The geographic region around the North Pole is a raw and exotic area of untouched nature and inescapable beauty. Unique among the Earth's ecosystems, it includes both a vast, ice-covered ocean and a treeless region of tundra. Building in this extremely cold climate requires an advanced degree of ingenuity and resolve. Ecological conditions including high winds, snowdrifts, and permafrost, combined with periods of little or no sunlight, present seemingly impossible logistical hurdles. Recent years have witnessed an explosion of resident and invited architects creating buildings above 60 degrees latitude. The time has come for a new definition of a northern building—one that is both extraordinarily responsive to place and aesthetically provocative.
In Modern North
, author Julie Decker presents thirty-four of the most compelling and far-ranging possibilities of contemporary architecture in the North. These buildings—located in northern Canada, Scandinavia, and Alaska—are united in the way they embrace extreme conditions. Rather than shut them out, these conditions are welcomed and often formed into the buildings' structures and materials, as in the way architecture is employed to mediate the harshness of the low-lying sun without replacing it with the harshness of artificial lights. The architects of Modern North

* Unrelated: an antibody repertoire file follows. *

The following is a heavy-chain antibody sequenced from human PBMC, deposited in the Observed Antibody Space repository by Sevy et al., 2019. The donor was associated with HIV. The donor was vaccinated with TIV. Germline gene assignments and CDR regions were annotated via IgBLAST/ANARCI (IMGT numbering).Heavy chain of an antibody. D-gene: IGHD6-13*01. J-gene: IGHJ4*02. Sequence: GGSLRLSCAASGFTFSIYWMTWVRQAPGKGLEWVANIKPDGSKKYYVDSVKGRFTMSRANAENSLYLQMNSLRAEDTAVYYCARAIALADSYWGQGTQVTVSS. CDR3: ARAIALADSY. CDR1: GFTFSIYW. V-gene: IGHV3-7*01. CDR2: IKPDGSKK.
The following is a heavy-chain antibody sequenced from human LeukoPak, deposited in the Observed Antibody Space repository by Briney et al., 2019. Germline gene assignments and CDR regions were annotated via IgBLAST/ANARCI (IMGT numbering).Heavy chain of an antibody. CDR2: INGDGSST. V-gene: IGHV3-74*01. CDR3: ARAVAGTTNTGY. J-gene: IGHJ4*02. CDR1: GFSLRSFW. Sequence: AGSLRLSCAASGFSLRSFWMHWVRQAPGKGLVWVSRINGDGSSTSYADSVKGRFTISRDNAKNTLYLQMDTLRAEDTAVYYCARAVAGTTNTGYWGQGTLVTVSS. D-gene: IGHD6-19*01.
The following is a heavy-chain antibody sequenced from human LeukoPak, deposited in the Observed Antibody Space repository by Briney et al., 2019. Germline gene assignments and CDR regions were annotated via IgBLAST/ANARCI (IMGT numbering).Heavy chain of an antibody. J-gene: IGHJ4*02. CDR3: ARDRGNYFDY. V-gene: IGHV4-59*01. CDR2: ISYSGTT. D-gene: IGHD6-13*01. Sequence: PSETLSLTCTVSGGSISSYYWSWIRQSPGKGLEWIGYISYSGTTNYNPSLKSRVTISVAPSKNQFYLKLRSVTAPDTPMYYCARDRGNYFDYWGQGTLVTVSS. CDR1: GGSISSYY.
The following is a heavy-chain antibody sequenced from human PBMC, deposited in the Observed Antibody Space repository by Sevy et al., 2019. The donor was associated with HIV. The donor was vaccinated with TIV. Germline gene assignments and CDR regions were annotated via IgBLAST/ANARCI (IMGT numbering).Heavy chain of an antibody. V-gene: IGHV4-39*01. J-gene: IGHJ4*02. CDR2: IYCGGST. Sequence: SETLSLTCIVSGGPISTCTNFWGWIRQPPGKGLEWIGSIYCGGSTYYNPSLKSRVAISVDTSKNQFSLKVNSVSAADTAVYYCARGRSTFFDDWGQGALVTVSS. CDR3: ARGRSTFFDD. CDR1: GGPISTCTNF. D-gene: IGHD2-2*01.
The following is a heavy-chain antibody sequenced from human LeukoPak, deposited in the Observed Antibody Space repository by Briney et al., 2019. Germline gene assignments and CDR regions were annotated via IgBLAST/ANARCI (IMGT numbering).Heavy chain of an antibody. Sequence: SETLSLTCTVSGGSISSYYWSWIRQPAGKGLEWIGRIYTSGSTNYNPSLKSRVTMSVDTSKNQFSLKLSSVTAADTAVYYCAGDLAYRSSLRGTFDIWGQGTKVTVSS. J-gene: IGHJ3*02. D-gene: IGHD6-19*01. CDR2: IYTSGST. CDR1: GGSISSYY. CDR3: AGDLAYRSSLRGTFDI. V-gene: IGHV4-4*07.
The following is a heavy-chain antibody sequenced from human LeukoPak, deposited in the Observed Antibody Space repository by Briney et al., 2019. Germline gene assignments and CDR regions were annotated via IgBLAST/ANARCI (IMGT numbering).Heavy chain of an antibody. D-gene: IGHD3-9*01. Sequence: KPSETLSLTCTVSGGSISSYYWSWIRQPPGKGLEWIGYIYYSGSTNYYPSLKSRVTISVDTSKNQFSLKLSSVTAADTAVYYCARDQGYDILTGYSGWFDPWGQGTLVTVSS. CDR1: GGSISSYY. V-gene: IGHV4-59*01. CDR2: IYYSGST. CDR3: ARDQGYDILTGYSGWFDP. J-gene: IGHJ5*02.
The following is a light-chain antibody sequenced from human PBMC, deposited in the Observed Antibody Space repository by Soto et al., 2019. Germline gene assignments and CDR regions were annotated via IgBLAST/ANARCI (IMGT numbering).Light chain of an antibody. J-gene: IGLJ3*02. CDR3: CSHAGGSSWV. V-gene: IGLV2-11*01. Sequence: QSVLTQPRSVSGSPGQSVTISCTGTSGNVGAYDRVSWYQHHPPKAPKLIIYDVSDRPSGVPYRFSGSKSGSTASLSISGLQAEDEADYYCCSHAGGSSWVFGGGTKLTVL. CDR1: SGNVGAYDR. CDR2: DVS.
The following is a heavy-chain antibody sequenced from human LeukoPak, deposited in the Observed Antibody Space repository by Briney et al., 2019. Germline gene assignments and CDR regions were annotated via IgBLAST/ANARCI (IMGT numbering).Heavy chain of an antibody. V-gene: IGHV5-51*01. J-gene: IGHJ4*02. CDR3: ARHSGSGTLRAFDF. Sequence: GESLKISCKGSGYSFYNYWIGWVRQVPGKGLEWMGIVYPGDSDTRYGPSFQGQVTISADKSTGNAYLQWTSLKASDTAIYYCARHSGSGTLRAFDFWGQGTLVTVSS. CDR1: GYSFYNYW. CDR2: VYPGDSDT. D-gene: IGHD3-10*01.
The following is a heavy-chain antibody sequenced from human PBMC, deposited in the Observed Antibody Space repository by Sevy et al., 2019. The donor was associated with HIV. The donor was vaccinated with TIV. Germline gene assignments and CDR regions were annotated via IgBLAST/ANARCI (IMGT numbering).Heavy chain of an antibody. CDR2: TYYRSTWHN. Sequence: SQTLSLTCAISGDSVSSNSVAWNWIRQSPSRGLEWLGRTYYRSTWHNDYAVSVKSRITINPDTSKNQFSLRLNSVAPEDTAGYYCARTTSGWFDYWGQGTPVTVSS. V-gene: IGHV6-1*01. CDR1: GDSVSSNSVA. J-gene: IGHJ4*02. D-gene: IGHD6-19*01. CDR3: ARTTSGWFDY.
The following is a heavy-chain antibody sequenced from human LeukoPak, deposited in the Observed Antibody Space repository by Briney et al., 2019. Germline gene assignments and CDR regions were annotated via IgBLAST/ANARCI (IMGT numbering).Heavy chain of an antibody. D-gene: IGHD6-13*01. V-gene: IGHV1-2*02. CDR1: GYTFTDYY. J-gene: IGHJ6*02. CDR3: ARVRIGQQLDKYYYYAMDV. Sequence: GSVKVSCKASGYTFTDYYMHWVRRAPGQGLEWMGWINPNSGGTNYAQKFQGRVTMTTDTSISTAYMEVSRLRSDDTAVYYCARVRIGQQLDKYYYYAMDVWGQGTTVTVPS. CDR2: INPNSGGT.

exploit the natural topography to provide visual stimulation in places that sometimes offer little more than a whitescape. Modern North
includes innovative institutional and residential structures by both established and up-and-coming architects, including a-lab, David Chipperfield, Jarmund/Vigsnas, Studio Granda, Shim-Sutcliffe, and Snohetta. Essays by Brian Carter, Juhani Pallasmaa, Edwin Crittenden, and Lisa Rochon place the projects in the context of a new architectural response to the North.